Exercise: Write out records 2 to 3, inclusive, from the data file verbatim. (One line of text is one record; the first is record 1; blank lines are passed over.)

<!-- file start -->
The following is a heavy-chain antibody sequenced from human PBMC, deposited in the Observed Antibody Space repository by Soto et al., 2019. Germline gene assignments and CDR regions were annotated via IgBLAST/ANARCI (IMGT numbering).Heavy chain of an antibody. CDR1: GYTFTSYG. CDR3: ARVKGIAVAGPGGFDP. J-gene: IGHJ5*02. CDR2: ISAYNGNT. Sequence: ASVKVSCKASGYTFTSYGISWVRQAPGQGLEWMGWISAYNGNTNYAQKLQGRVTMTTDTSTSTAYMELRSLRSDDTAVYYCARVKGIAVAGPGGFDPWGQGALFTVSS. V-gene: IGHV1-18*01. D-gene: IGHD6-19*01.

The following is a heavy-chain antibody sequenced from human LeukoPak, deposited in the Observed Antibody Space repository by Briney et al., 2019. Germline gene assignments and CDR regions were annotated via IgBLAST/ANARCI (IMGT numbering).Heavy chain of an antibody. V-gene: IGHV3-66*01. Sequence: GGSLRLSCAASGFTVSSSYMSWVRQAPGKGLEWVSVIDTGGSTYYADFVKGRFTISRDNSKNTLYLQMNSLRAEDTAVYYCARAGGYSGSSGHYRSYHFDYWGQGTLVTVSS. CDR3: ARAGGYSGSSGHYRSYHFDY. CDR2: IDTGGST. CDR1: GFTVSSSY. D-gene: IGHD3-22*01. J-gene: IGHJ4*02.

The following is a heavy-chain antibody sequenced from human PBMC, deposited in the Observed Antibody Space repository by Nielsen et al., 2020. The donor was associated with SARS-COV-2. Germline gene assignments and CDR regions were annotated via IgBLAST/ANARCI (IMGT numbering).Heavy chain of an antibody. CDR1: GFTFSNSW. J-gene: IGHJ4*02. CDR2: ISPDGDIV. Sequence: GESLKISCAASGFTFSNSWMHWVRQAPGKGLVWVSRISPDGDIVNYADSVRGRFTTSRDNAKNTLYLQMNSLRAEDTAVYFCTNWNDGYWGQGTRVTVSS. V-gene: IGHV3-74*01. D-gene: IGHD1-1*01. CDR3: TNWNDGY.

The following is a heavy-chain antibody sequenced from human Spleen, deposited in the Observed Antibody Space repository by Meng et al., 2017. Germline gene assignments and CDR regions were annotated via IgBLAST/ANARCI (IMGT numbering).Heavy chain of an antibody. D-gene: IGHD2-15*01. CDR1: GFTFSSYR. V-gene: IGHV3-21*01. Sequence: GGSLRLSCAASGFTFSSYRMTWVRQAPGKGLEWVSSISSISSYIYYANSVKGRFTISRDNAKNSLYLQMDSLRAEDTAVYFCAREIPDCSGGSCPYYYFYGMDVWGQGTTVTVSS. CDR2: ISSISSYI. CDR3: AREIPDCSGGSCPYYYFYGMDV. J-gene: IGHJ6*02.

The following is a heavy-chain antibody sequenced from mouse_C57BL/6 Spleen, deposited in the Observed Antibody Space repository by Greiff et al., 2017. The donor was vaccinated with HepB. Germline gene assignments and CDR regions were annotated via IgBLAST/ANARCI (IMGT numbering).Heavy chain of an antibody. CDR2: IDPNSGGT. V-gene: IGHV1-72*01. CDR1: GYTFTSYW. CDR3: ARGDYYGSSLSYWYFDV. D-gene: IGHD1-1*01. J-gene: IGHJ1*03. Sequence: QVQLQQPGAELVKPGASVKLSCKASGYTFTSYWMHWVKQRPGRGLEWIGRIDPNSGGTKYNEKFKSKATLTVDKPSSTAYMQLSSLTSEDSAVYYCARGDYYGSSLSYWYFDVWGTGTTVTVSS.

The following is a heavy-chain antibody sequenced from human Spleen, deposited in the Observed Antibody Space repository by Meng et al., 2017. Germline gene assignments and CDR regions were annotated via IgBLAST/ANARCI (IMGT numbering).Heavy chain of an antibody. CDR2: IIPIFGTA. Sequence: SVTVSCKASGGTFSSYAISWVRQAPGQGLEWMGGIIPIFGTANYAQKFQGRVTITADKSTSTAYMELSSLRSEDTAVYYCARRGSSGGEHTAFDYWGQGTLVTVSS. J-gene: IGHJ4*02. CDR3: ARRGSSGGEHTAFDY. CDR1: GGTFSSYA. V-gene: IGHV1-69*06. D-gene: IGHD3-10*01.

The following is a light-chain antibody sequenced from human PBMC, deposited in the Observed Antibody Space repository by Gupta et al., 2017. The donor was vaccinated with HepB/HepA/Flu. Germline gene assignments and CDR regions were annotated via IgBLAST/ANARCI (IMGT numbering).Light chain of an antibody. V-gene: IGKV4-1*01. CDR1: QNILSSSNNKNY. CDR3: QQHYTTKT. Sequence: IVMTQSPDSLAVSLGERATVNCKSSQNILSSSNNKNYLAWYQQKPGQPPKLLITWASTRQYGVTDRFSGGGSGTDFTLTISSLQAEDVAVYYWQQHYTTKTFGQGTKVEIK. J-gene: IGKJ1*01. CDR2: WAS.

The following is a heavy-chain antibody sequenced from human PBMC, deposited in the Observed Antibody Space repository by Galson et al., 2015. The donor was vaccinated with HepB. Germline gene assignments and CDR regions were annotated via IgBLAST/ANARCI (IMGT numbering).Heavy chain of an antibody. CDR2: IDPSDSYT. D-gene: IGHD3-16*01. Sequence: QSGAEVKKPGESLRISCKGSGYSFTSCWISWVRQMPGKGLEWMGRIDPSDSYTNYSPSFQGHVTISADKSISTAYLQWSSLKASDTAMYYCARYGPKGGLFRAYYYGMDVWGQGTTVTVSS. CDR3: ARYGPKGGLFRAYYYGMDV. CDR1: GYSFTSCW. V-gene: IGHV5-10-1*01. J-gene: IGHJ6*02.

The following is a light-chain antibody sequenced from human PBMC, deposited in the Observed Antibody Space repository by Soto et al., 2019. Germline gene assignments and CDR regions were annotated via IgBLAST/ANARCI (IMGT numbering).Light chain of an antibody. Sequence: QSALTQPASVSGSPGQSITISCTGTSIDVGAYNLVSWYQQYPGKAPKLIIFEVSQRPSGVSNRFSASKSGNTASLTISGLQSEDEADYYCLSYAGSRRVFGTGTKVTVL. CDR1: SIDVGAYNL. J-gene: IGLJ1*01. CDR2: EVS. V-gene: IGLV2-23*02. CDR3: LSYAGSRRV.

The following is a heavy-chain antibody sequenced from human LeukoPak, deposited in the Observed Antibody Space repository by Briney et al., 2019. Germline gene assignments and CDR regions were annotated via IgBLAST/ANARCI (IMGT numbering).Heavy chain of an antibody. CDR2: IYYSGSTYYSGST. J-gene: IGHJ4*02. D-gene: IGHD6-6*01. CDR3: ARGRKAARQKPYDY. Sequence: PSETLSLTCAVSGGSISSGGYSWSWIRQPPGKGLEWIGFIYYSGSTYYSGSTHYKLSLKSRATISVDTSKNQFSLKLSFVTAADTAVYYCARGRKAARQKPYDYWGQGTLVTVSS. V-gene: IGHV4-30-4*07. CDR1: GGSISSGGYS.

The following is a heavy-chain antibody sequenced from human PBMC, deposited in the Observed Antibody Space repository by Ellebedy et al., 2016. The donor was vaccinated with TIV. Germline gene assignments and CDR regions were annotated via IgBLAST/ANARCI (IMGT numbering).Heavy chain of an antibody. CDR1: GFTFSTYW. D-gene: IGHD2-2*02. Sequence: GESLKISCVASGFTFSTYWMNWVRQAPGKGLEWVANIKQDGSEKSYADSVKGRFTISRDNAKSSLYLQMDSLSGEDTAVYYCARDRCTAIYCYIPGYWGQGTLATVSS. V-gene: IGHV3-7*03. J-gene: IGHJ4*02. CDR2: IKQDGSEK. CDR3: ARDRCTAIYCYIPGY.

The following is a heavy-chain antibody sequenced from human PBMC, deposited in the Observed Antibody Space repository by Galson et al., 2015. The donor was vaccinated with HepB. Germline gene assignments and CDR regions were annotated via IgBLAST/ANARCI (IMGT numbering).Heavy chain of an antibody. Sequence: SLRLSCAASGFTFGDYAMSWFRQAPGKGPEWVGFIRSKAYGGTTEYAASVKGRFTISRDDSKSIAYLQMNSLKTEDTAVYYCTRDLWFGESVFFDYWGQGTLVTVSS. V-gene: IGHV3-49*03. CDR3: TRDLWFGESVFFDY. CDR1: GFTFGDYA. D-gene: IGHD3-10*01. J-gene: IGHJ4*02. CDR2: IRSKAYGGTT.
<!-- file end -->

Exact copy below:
The following is a heavy-chain antibody sequenced from human LeukoPak, deposited in the Observed Antibody Space repository by Briney et al., 2019. Germline gene assignments and CDR regions were annotated via IgBLAST/ANARCI (IMGT numbering).Heavy chain of an antibody. V-gene: IGHV3-66*01. Sequence: GGSLRLSCAASGFTVSSSYMSWVRQAPGKGLEWVSVIDTGGSTYYADFVKGRFTISRDNSKNTLYLQMNSLRAEDTAVYYCARAGGYSGSSGHYRSYHFDYWGQGTLVTVSS. CDR3: ARAGGYSGSSGHYRSYHFDY. CDR2: IDTGGST. CDR1: GFTVSSSY. D-gene: IGHD3-22*01. J-gene: IGHJ4*02.

The following is a heavy-chain antibody sequenced from human PBMC, deposited in the Observed Antibody Space repository by Nielsen et al., 2020. The donor was associated with SARS-COV-2. Germline gene assignments and CDR regions were annotated via IgBLAST/ANARCI (IMGT numbering).Heavy chain of an antibody. CDR1: GFTFSNSW. J-gene: IGHJ4*02. CDR2: ISPDGDIV. Sequence: GESLKISCAASGFTFSNSWMHWVRQAPGKGLVWVSRISPDGDIVNYADSVRGRFTTSRDNAKNTLYLQMNSLRAEDTAVYFCTNWNDGYWGQGTRVTVSS. V-gene: IGHV3-74*01. D-gene: IGHD1-1*01. CDR3: TNWNDGY.